Yemen army halts Houthi infiltration attempts in Al-Hess

A Yemeni fighter loyal to the Saudi-backed Yemeni president stands next to an army Toyota pickup truck as it lies in hole on the road leading to Khaled Ibn Al-Walid base, 30 kilometres (20 miles) east of the government-held Red Sea port town of Mokha, on April 15, 2017. (AFP)
Updated 03 April 2018
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Yemen army halts Houthi infiltration attempts in Al-Hess

  • Coalition forces halt infiltration attempt by Houthi militia in Al Hess, near Al Hudaydah in Yemen
  • Houthis lost 30 militants in the failed infiltration attempt says Saudi Arab coalition
DUBAI: Yemen’s national army and Popular Resistance forces supported by the Saudi-led Arab Coalition halted attempts Houthi militias backed by Iran in Al-Hess ​​in the province of Hodeidah, Al Ekhbariya reported on Tuesday.
A military source in the west coast front said in a statement to Yemen’s official news agency that “forces repelled the attempt of infiltration of Houthi from several axes and destroyed Houthi weapons,” with more than 30 killed.
The source added that “the response to the infiltration attempt coincided with raids by the Arab coalition jets and targeted military reinforcements and stores of weapons and ammunition and gatherings of the Houthi militia.”
Dozens of Iranian military vehicles were also destroyed as a result of air raids and artillery shelling on militia positions.
 


Verdict expected in mass Turkey trial of ‘coup ringleaders’

Updated 4 min 58 sec ago
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Verdict expected in mass Turkey trial of ‘coup ringleaders’

  • The suspects also each face 55,880 years in jail on the charge of injuring 2,558 civilians and 177 security personnel
  • Nearly 290 coup-linked court cases have been launched, 261 of which ended with 3,239 defendants convicted

ANKARA: A Turkish court is set to hand down verdicts Thursday to more than 220 suspects in one of the biggest trials relating to the 2016 failed overthrow of President Recep Tayyip Erdogan.
The trial of 224 suspects including more than two dozen former generals began in May 2017 in the country's largest courtroom inside a prison complex in Sincan, Ankara.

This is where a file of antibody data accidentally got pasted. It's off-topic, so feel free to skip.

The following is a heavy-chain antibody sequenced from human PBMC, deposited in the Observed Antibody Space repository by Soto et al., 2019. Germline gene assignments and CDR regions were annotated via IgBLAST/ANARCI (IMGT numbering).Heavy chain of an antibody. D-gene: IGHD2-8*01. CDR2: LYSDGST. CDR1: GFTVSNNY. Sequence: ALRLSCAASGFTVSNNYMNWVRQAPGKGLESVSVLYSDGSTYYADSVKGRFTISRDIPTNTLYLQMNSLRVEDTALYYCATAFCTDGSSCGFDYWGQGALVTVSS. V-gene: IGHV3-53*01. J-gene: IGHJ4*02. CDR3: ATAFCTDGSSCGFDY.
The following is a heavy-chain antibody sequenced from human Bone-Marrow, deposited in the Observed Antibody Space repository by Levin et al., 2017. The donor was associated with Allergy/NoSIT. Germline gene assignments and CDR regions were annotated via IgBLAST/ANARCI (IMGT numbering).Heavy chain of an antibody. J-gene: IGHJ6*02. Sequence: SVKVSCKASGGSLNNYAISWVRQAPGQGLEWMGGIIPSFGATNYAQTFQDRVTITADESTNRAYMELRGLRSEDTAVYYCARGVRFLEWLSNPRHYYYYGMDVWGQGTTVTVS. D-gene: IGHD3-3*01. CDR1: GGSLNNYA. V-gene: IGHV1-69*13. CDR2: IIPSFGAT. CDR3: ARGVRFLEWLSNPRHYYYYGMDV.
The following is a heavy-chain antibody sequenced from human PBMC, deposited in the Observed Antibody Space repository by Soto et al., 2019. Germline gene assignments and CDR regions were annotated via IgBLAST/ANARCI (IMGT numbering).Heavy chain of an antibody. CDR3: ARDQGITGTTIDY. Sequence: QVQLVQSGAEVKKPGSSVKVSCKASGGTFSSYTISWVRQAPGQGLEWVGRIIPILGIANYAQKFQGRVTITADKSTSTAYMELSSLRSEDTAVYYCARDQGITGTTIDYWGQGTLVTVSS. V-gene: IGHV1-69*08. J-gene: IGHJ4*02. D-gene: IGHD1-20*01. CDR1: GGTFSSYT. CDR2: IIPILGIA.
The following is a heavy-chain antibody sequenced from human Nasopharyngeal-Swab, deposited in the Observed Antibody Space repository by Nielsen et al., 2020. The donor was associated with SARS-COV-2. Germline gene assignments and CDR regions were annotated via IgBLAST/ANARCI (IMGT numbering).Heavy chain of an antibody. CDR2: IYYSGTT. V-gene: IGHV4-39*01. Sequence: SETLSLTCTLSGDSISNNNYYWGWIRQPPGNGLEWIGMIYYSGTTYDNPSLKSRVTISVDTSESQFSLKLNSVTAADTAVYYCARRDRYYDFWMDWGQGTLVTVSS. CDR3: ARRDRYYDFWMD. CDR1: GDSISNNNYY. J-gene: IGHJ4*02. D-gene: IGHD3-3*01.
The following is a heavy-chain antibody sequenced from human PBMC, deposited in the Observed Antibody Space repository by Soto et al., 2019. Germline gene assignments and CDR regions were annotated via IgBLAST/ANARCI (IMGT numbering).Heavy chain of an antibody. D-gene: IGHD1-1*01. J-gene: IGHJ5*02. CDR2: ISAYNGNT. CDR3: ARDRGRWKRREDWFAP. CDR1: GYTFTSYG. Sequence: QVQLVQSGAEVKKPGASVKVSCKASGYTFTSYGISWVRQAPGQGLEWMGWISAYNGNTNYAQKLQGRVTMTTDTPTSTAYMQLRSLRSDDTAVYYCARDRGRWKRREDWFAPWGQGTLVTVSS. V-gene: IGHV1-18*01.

The space was purpose-built to hear coup-related trials and has room for 1,558 people.
Among the suspects is US-based Muslim preacher Fethullah Gulen, who Turkey accuses of ordering the attempted putsch which left hundreds dead and thousands more injured.
Gulen strongly denies the claims. Turkey has failed to secure his extradition.
The charges against the main suspects include "violating the constitution", "using coercion and violence in an attempt to overthrow" parliament and the Turkish government, "martyring 250 citizens" and "attempting to kill 2,735 citizens".
The prosecutor last month sought 252 aggravated - without parole - life sentences against nearly 40 suspects, local media reported. Such sentences carry harsher prison conditions.
The suspects also each face 55,880 years in jail on the charge of injuring 2,558 civilians and 177 security personnel, state news agency Anadolu reported.
Since July 2016, tens of thousands of people have been arrested over alleged links to the coup under a two-year state of emergency which ended last year.
But nationwide raids by police have continued and there are almost daily reports of public prosecutors issuing detention warrants for suspects over Gulen ties.
Nearly 290 coup-linked court cases have been launched, 261 of which ended with 3,239 defendants convicted, according to justice ministry figures.
Twenty-six generals are among those on trial, including former air force chief Akin Ozturk and Mehmet Disli, the brother of former ruling party lawmaker Saban Disli, who since September has served as Turkey's ambassador to the Netherlands.
Another suspect is colonel Ali Yazici, Erdogan's former military aide, as well as Lieutenant Colonel Levent Turkkan, who was the aide to then Chief of Staff General Hulusi Akar. Akar was appointed defence minister in July 2018.
Of the suspects, 176 are in jail while 35 have been freed pending trial and 13 suspects including Gulen are still sought for arrest, according to Anadolu.
The prosecutor in May requested 12 unnamed suspects be acquitted and that the case of the 13 fugitives be separated from the main coup ringleaders' trial.
Dozens of those on trial are accused of being members of the "Peace At Home Council", the name the plotters apparently gave themselves on the night of the coup attempt.
The failed overthrow left 248 people dead, according to the Turkish presidency, not including 24 coup-plotters killed on the night.
Last month during a hearing, Ozturk told the court that claims he was a member of the council and a senior figure in the Gulen movement were "lies".
"For 34 months, I have tried to prove my innocence," Ozturk said. Many of the suspects during the two years of hearings have denied any links to Gulen or the coup.